Photo: Herika Martinez/Getty Images

The Justice Department filed a notice of compliance Friday evening explaining their interpretation of the recent court order forbidding the separation of migrant families, which they say allows Homeland Security to legally keep children in detention with their parents longer than 20 days, despite no change to the Flores Settlement.

Why it matters: This move creates a “Sophie’s choice” for migrant parents, former DOJ immigration lawyer Leon Fresco tells Axios — either they keep their kids in detention for an extended period of time, or allow them to be taken into the custody of the Department of Health and Human Services.

The Trump administration only filed to explain to Judge Dolly Gee — who made the 2015 Flores Settlement ruling — why children would be held in detention longer than 20 days.

Meanwhile, the Trump administration is trying to evade the blame of family separation.

  • A DOJ spokesman said in a statement, “We are beholden to a broken immigration system that Congress has refused to fix and that courts have exacerbated.”

Yes, but: While family detention was common during the Obama administration, there were also programs that released families until their immigration hearings, with ankle bracelets and other incentives for returning to court (also known as “catch and release.”) The Trump administration has not included this as a possibility.

What to watch: How Judge Gee will respond to DOJ on the two potentially conflicting court orders determining how the government can legally detain undocumented immigrant families.

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Senate advances Amy Coney Barrett nomination, setting up final confirmation vote

Photo: Xinhua/Ting Shen via Getty Images

The Senate voted 51-48 on Sunday to advance the Supreme Court nomination of Judge Amy Coney Barrett, setting up a final confirmation vote for Monday.

Why it matters: It's now virtually inevitable that the Senate will vote to confirm President Trump's third Supreme Court nominee before the election, which is just nine days away.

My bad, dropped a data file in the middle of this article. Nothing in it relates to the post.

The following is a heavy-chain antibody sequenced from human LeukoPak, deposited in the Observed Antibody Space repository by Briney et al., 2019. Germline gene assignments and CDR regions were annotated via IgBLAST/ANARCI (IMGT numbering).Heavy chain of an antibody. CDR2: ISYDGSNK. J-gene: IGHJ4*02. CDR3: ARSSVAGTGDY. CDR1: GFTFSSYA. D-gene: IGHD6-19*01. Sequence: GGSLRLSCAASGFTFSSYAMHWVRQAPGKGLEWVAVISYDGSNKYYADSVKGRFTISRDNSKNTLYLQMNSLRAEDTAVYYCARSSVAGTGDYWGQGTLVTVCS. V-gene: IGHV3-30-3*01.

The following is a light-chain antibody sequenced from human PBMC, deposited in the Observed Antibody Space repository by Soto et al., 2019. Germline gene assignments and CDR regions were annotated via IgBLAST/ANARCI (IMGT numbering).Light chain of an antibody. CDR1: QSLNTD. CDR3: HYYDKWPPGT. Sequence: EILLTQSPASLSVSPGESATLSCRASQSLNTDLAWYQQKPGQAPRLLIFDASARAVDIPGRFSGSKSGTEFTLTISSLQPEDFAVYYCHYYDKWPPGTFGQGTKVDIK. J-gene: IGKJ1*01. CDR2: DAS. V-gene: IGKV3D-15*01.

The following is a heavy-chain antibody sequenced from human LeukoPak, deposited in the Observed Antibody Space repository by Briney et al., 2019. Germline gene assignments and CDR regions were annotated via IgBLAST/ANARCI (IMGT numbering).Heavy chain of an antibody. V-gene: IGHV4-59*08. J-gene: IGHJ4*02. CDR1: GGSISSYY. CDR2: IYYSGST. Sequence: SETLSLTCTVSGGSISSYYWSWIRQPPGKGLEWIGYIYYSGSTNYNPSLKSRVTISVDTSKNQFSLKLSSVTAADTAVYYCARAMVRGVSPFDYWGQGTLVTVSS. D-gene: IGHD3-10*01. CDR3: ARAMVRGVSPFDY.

Felix Salmon, author of Capital
2 hours ago - Economy & Business

Wall Street is living up to its bad reputation

Illustration: Sarah Grillo/Axios

Recent headlines will have you convinced that Wall Street is hell-bent on living up to all of its stereotypes.

Driving the news: Goldman Sachs is the biggest and the boldest, paying more than $5 billion in fines in the wake of the 1MDB scandal, in which billions were stolen from the people of Malaysia.

2 hours ago - Health

Ex-FDA chief: Pence campaigning after COVID exposure puts others at risk

Former FDA commissioner Scott Gottlieb said "the short answer is yes" when asked whether Vice President Mike Pence is putting others at risk by continuing to campaign after several aides tested positive for COVID-19, stressing that the White House needs to be "very explicit about the risks that they're taking."

Why it matters: The New York Times reports that at least five members of Pence's inner circle, including his chief of staff Marc Short and outside adviser Marty Obst, have tested positive for the virus. Pence tested negative on Sunday morning, according to the VP's office, and he'll continue to travel for the final stretch of the 2020 campaign.